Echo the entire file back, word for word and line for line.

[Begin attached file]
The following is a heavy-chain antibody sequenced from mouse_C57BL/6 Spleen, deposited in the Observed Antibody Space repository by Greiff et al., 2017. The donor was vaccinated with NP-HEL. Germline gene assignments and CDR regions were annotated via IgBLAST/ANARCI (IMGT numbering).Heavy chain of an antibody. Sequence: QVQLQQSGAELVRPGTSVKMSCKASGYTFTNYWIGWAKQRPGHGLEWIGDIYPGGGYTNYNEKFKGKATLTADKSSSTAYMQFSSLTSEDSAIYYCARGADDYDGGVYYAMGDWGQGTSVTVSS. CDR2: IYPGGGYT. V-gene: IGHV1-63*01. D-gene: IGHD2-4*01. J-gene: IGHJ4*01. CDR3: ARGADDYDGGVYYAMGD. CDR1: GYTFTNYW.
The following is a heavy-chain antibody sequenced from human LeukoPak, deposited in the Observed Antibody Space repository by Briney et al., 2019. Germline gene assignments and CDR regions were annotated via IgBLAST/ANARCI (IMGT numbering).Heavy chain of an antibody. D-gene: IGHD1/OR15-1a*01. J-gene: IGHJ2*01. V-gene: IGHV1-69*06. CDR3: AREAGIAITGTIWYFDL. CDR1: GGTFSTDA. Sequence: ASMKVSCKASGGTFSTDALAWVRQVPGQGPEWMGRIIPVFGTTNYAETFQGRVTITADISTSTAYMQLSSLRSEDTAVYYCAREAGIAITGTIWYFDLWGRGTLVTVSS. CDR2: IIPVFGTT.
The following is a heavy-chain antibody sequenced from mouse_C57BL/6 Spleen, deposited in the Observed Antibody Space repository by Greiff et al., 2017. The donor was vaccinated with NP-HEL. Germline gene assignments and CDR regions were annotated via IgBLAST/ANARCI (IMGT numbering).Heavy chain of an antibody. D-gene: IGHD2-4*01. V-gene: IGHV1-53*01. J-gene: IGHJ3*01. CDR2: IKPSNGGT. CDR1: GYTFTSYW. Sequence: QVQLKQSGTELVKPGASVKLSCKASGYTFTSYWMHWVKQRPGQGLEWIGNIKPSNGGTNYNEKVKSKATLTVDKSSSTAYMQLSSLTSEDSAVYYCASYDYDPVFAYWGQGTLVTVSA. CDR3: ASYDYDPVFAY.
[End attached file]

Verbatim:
The following is a heavy-chain antibody sequenced from mouse_C57BL/6 Spleen, deposited in the Observed Antibody Space repository by Greiff et al., 2017. The donor was vaccinated with NP-HEL. Germline gene assignments and CDR regions were annotated via IgBLAST/ANARCI (IMGT numbering).Heavy chain of an antibody. Sequence: QVQLQQSGAELVRPGTSVKMSCKASGYTFTNYWIGWAKQRPGHGLEWIGDIYPGGGYTNYNEKFKGKATLTADKSSSTAYMQFSSLTSEDSAIYYCARGADDYDGGVYYAMGDWGQGTSVTVSS. CDR2: IYPGGGYT. V-gene: IGHV1-63*01. D-gene: IGHD2-4*01. J-gene: IGHJ4*01. CDR3: ARGADDYDGGVYYAMGD. CDR1: GYTFTNYW.
The following is a heavy-chain antibody sequenced from human LeukoPak, deposited in the Observed Antibody Space repository by Briney et al., 2019. Germline gene assignments and CDR regions were annotated via IgBLAST/ANARCI (IMGT numbering).Heavy chain of an antibody. D-gene: IGHD1/OR15-1a*01. J-gene: IGHJ2*01. V-gene: IGHV1-69*06. CDR3: AREAGIAITGTIWYFDL. CDR1: GGTFSTDA. Sequence: ASMKVSCKASGGTFSTDALAWVRQVPGQGPEWMGRIIPVFGTTNYAETFQGRVTITADISTSTAYMQLSSLRSEDTAVYYCAREAGIAITGTIWYFDLWGRGTLVTVSS. CDR2: IIPVFGTT.
The following is a heavy-chain antibody sequenced from mouse_C57BL/6 Spleen, deposited in the Observed Antibody Space repository by Greiff et al., 2017. The donor was vaccinated with NP-HEL. Germline gene assignments and CDR regions were annotated via IgBLAST/ANARCI (IMGT numbering).Heavy chain of an antibody. D-gene: IGHD2-4*01. V-gene: IGHV1-53*01. J-gene: IGHJ3*01. CDR2: IKPSNGGT. CDR1: GYTFTSYW. Sequence: QVQLKQSGTELVKPGASVKLSCKASGYTFTSYWMHWVKQRPGQGLEWIGNIKPSNGGTNYNEKVKSKATLTVDKSSSTAYMQLSSLTSEDSAVYYCASYDYDPVFAYWGQGTLVTVSA. CDR3: ASYDYDPVFAY.